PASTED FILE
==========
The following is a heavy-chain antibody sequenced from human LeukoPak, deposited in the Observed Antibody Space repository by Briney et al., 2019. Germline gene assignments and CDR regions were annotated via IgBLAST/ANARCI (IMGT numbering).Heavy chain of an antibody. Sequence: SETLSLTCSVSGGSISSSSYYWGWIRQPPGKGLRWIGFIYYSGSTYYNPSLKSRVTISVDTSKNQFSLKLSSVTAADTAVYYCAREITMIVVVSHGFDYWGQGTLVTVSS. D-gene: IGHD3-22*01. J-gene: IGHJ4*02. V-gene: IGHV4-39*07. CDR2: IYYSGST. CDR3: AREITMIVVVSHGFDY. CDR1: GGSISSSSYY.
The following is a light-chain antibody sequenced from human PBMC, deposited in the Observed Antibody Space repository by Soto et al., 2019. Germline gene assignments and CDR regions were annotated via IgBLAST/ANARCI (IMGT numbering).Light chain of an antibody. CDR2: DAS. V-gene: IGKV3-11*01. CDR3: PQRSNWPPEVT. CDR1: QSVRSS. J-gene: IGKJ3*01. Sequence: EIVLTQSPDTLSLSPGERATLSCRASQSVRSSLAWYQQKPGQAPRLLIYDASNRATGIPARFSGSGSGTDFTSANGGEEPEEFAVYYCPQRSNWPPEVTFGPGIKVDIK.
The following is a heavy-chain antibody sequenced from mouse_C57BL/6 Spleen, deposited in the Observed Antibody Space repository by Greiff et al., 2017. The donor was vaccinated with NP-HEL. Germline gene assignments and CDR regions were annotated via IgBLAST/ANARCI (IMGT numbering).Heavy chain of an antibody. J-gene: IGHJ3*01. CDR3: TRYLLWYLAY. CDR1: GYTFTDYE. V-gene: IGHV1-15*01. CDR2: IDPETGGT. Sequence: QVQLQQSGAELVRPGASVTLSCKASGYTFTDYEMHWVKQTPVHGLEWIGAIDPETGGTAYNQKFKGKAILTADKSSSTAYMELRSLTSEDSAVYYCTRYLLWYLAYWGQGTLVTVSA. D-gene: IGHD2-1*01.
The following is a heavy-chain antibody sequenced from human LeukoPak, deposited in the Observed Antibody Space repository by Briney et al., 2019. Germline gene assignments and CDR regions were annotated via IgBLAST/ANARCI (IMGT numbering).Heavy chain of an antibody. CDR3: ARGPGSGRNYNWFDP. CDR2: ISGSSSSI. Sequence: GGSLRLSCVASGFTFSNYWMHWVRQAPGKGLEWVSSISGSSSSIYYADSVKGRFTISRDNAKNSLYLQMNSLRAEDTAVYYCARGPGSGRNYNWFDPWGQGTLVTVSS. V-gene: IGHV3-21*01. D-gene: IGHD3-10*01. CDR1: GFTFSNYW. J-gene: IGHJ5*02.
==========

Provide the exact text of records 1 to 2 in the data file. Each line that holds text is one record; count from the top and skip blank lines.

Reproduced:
The following is a heavy-chain antibody sequenced from human LeukoPak, deposited in the Observed Antibody Space repository by Briney et al., 2019. Germline gene assignments and CDR regions were annotated via IgBLAST/ANARCI (IMGT numbering).Heavy chain of an antibody. Sequence: SETLSLTCSVSGGSISSSSYYWGWIRQPPGKGLRWIGFIYYSGSTYYNPSLKSRVTISVDTSKNQFSLKLSSVTAADTAVYYCAREITMIVVVSHGFDYWGQGTLVTVSS. D-gene: IGHD3-22*01. J-gene: IGHJ4*02. V-gene: IGHV4-39*07. CDR2: IYYSGST. CDR3: AREITMIVVVSHGFDY. CDR1: GGSISSSSYY.
The following is a light-chain antibody sequenced from human PBMC, deposited in the Observed Antibody Space repository by Soto et al., 2019. Germline gene assignments and CDR regions were annotated via IgBLAST/ANARCI (IMGT numbering).Light chain of an antibody. CDR2: DAS. V-gene: IGKV3-11*01. CDR3: PQRSNWPPEVT. CDR1: QSVRSS. J-gene: IGKJ3*01. Sequence: EIVLTQSPDTLSLSPGERATLSCRASQSVRSSLAWYQQKPGQAPRLLIYDASNRATGIPARFSGSGSGTDFTSANGGEEPEEFAVYYCPQRSNWPPEVTFGPGIKVDIK.